It’s not boring. Nor is it a sheep. Instead it’s Waterford Blaa! This doughy white bun with its unusual moniker has been a staple of Waterford cuisine since the late 17th century. At this time there was a large population of Huguenots in Waterford who established bakeries all over the city. These bakers would piece together scraps of leftover dough and bake them into rolls for their families. This beautiful bread is thought to have come from the old french word for flour, blaad, and has become a breakfast staple across Waterford, with hungry residents consuming thousands on a daily basis. Want to try your hand at reproducing this gorgeous glutney treat? Try out the recipe below!

  • 142ml warm water
  • 14g active dry yeast
  • 1 tsp sugar
  • 300ml water
  • 1tsp salt
  • 780g strong white bread flour
  1. In a small bowl stir together warm water, yeast and sugar until dissolved. Let stand for 5-10 minutes or until foamy
  2. Add salt to flour and mix well
  3. Add warm water mixture in increments to the flour, stirring until a dough forms
  4. Once the dough comes together, turn dough out onto a floured work surface and knead until dough is smooth, elastic, and it stretched without breaking (this is called a  windowpane test)
  5. Place the dough into a large greased bowl and allow to proof in a warm area for one hour or until doubled in size
  6. Once dough has doubled in size, punch all of the air out, form it back into a ball and allow to proof again for 30 minutes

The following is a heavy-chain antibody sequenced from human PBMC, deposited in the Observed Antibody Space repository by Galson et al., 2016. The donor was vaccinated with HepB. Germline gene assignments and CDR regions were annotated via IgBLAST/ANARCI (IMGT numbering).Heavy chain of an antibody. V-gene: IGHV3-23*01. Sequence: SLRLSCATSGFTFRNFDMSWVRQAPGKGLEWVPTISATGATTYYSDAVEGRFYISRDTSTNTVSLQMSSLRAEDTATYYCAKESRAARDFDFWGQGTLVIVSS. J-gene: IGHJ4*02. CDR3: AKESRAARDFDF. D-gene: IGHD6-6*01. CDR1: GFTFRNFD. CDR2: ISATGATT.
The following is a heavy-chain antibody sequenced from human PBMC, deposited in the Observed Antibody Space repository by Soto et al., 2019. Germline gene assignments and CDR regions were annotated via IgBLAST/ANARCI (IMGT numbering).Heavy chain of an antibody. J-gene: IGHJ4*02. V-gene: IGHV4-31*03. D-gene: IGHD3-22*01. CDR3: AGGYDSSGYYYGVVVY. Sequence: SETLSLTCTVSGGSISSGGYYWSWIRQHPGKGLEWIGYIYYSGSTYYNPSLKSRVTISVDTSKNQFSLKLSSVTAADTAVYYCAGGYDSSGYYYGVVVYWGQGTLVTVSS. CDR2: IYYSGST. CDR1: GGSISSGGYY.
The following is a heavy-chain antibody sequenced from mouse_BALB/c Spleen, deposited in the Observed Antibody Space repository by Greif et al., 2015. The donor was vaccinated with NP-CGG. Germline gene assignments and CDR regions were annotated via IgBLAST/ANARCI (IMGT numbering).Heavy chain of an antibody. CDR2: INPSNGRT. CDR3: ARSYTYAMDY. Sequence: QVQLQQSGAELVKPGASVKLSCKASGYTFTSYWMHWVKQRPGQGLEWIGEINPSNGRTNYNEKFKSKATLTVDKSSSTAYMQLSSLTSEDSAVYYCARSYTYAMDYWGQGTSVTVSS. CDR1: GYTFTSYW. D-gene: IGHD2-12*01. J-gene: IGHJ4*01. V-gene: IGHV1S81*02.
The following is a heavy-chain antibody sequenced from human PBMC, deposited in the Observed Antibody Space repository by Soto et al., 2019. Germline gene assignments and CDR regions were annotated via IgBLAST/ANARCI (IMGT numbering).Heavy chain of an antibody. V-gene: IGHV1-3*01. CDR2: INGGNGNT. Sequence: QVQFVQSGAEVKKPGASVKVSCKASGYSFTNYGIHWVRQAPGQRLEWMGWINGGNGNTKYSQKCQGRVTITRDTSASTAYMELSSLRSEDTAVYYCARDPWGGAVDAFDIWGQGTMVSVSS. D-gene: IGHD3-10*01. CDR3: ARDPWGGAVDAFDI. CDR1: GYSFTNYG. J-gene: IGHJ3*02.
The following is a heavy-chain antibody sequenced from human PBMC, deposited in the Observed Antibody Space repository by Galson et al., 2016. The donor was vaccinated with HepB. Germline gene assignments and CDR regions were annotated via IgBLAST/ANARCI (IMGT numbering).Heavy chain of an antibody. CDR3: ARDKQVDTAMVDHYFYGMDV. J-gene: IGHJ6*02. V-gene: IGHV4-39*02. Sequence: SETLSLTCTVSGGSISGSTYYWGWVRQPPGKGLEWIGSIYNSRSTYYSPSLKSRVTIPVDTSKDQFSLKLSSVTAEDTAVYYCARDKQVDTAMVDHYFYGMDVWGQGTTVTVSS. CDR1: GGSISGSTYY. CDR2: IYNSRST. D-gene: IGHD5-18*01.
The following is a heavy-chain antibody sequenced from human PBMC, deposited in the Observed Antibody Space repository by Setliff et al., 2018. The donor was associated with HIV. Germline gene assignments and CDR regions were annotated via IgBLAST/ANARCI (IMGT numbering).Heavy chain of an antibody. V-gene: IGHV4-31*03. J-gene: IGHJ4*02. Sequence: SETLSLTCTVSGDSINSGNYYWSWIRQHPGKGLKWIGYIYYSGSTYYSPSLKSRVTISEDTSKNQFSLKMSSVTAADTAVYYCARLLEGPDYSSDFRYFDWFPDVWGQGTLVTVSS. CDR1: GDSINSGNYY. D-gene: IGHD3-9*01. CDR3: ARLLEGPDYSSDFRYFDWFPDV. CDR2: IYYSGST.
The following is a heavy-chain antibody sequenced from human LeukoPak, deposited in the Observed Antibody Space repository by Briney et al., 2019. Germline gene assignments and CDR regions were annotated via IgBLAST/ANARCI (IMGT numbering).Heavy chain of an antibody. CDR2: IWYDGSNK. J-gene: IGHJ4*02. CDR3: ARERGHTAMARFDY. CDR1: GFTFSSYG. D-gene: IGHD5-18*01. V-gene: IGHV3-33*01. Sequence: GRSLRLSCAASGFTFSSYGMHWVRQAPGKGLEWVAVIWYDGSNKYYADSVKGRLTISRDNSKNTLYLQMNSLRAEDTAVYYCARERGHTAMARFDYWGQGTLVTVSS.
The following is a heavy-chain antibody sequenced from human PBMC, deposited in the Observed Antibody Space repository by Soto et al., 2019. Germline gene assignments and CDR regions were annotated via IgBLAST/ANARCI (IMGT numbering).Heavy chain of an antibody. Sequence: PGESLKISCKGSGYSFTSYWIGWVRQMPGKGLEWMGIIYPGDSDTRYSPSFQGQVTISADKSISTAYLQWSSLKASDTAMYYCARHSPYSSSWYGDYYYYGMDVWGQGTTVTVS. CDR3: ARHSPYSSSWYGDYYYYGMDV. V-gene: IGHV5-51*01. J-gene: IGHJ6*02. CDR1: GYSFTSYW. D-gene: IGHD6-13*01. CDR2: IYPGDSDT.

7. Turn dough out onto a floured work surface and cut into 12 equal pieces
  8. Shape dough pieces into balls and place about 2 cm apart on a baking tray
  9. Cover rolls in cling film or a damp towel and allow to rise for 45min-1hour
  10. Preheat oven to 210°C/190°C fan/gas mark 5
  11. Dust the tops of the rolls with flour and bake for 25-35 minutes or until bottoms are crisp but the top remains rather pale
  12. Allow to cool for 30 minutes and serve

Batch Loaf

Like an Oreo but in bread form, the sixth dish on this Irish bread recipes list features a deep dark, almost blackened crust hiding a fluffy, white, soft-as-a-pillow interior. The term ‘batch’ comes from the loaves being baked together in batches, then torn into individual loaves once they’re done. This is why batch loaf doesn’t have any crusts on the side, unless it’s an edge piece of course. Sure you could pop to the shop to pick up a loaf of batch, but why not give it a go yourself and discover the other-worldly experience of hot-from-the-oven batch loaf?

  • 650g strong bread flour
  • 10g fine salt
  • 10g active dry yeast
  • 35g fat [traditionally beef drippings, but can use oil or melted butter instead]
  • 450ml warm water, split into two measures
  1. Dissolve yeast into half of the warm water and let stand 5-10 minutes or until foamy
  2. In a large mixing bowl ad flour, salt, and fat, then stir in the yeast mixture and most of the second amount of water (leave a little bit out as the dough may not need it)
  3. Knead dough for 10 minutes in the bowl until dough comes together, leaving no flour on the sides. Dough should be slightly sticky and should pull cleanly away from the sides of the bowl
    1. If the dough seems too dry as you knead, add water bit by bit till it’s adequately hydrated; Likewise if the dough is too wet, add flour
  4. Shape dough into a ball and place it into a bowl, cover with cling film or a damp towel and let rise in a warm area for about an hour or until doubled in size
  5. Once dough has risen, punch it down and divide into 4 equal portions